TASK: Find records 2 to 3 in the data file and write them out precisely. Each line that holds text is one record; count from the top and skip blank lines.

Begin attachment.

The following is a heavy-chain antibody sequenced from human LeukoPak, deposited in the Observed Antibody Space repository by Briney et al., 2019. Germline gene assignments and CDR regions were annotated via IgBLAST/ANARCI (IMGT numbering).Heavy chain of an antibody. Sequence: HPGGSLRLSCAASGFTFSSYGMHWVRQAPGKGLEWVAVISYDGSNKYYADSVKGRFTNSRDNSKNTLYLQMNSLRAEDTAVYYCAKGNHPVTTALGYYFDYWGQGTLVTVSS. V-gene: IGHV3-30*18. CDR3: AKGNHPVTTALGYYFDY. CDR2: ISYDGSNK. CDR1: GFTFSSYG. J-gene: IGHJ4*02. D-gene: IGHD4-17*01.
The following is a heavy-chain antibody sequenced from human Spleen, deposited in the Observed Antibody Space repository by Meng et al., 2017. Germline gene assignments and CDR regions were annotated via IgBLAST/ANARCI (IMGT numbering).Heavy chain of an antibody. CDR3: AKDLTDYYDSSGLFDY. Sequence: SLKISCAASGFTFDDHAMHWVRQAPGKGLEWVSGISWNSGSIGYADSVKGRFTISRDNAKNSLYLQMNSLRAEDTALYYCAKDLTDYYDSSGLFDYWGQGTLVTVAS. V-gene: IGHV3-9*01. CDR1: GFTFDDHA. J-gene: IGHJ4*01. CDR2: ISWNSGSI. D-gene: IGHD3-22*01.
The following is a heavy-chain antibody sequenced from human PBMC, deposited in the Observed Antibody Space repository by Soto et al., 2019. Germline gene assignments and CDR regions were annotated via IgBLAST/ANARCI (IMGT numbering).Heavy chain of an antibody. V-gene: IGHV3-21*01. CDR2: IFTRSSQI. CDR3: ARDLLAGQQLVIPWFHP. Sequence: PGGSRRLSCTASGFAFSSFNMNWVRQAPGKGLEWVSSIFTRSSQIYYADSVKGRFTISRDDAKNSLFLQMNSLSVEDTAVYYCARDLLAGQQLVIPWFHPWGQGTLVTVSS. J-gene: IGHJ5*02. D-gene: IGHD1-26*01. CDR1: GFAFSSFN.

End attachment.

The following is a heavy-chain antibody sequenced from human Spleen, deposited in the Observed Antibody Space repository by Meng et al., 2017. Germline gene assignments and CDR regions were annotated via IgBLAST/ANARCI (IMGT numbering).Heavy chain of an antibody. CDR3: AKDLTDYYDSSGLFDY. Sequence: SLKISCAASGFTFDDHAMHWVRQAPGKGLEWVSGISWNSGSIGYADSVKGRFTISRDNAKNSLYLQMNSLRAEDTALYYCAKDLTDYYDSSGLFDYWGQGTLVTVAS. V-gene: IGHV3-9*01. CDR1: GFTFDDHA. J-gene: IGHJ4*01. CDR2: ISWNSGSI. D-gene: IGHD3-22*01.
The following is a heavy-chain antibody sequenced from human PBMC, deposited in the Observed Antibody Space repository by Soto et al., 2019. Germline gene assignments and CDR regions were annotated via IgBLAST/ANARCI (IMGT numbering).Heavy chain of an antibody. V-gene: IGHV3-21*01. CDR2: IFTRSSQI. CDR3: ARDLLAGQQLVIPWFHP. Sequence: PGGSRRLSCTASGFAFSSFNMNWVRQAPGKGLEWVSSIFTRSSQIYYADSVKGRFTISRDDAKNSLFLQMNSLSVEDTAVYYCARDLLAGQQLVIPWFHPWGQGTLVTVSS. J-gene: IGHJ5*02. D-gene: IGHD1-26*01. CDR1: GFAFSSFN.